For a quick and dirty solution I found @ http://productforums.google.com/forum/#!category-topic/chrome/discuss-chrome/-rtDLZmN9bk Followed rd2020's comment for AutoHotkey (as I am already running it for other things) Downloaded AutoHotKey software In the AutoHotkey.ahk file, added these to do nothing for Cntrl+MouseWheelScrolling #IfWinActive ahk_class ...


5

As Ashley mentioned, this is due to the per display dpi scaling in Windows 8. A noble attempt to make things not look so tiny on high dpi displays but in some cases, it breaks the web on "sort of high dpi" screens as many of you are seeing. And you thought IE was done doing that! Well, the folks working on the rendering engine might be, but somebody else is ...


5

What is going on is a programmatic choice difference between Windows XP and 7. In Windows XP, the photo viewer, when zooming the image past 100% scaling, would use an algorithm to smooth out hard edges. This is antialiasing. Because the image does not contain unlimited information since it doesn't have an unlimited resolution, if it is not smoothed after ...


5

This is simple, but a guess, unless you can tell me otherwise. a .PNG file is capable to storing vector based graphics, but in most situations, when/if you are taking a screenshot or similar, it is stored as raster graphics / bitmap. So, if you are zooming in to a (bitmap/raster based) picture, typically, the system will attempt to automatically ...


5

I checked my Firefox (10.0.1) and there is only 1 item in the "customize toolbar" window related to zooming, which is + / - zoom controls. When I add it, it only shows the + / - buttons, and not the zoom level. Then I checked for possible addons that may be of help. Default FullZoom Level seems promising. It indicates zoom level in statusbar.


5

You can do this as follows (I tried it with Firefox 10.0.2 here): Type about:config in the address bar Filter for toolkit.zoomManager.zoomValues This will show you the various zoom "steps" the browser has. The steps are specified as decimal numbers (representing precentages of the original, so .3 means 30% of original), separated by a ,. See Tweak ...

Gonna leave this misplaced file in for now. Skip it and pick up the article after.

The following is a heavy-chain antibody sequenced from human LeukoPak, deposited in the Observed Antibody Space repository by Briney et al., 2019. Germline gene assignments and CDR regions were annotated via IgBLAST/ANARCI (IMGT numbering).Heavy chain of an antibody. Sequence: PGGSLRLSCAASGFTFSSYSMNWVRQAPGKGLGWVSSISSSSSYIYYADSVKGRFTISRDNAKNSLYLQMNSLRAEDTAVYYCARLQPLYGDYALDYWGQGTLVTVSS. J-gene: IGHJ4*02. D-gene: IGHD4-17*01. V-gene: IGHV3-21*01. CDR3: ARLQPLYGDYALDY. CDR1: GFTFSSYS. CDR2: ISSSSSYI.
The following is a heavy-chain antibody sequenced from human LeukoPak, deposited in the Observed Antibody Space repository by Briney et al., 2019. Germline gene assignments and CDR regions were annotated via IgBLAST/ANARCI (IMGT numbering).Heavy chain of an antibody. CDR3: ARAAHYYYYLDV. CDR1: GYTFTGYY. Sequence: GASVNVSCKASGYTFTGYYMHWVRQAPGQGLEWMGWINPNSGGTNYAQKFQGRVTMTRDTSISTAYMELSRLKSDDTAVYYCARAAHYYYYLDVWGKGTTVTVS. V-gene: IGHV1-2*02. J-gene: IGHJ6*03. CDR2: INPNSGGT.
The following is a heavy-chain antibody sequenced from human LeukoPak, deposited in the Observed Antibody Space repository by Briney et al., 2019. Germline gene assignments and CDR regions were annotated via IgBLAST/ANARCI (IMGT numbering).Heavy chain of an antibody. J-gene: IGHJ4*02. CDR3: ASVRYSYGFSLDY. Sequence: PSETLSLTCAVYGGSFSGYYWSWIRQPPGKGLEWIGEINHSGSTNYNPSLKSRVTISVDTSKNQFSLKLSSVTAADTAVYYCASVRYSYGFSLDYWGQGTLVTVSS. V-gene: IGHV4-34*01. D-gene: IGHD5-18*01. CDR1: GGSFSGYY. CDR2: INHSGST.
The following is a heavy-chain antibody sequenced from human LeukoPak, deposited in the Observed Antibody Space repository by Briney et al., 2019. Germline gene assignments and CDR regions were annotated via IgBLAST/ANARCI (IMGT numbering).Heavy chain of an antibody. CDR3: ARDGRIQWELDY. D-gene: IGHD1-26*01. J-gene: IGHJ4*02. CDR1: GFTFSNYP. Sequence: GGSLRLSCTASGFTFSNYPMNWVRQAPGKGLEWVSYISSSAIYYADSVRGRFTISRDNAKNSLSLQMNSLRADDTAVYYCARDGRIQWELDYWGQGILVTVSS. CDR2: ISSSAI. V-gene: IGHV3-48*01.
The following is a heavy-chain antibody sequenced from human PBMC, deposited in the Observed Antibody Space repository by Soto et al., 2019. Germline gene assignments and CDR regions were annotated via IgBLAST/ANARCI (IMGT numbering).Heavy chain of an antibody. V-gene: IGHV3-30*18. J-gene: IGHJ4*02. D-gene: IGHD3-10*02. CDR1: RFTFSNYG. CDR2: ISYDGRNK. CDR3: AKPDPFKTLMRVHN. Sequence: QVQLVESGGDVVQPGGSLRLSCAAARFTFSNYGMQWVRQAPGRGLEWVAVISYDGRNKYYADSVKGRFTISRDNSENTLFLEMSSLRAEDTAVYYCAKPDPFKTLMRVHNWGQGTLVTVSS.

5

It doesn't look like its possible within chrome at this point, but you could do it from the mouse side. Depending on the drivers for your mouse, you could set ctrl-scroll as a "shortcut" to actually do nothing - essentially capturing the combination and throwing it away. Some drivers will even let you specify this for only within a certain application, at ...


5

I got it now. I can right-click on the page, then select Single Page Continuous. With this setting, choosing Zoom to Fit Window will zoom to the page width.


5

This can be achieved in IrfanView: Open the first image. Zoom to the desired level and position. On the IrfanView menu bar, select View->Lock Zoom (Shift+L) and View->Keep Scroll position Browse other images.


5

Checkout this tool: ZoomIt It's very popular and works well for presentations, so it should probably suit what you're trying to achieve.


4

On a reasonably updated gnome desktop (e.g. Ubuntu 9.04 or 8.10): Right click on the desktop background and select 'Change desktop background' click on 'visual effects' and select 'Normal' make sure that the 'compizconfig-settings-manager' package is installed in your system (this is in Ubuntu... in another distributions, it may have a similar name) go to ...


4

What operating system? Vista has one built in, it is called Magnifier and it is in Accessories, Ease of Access.



Only top voted, non community-wiki answers of a minimum length are eligible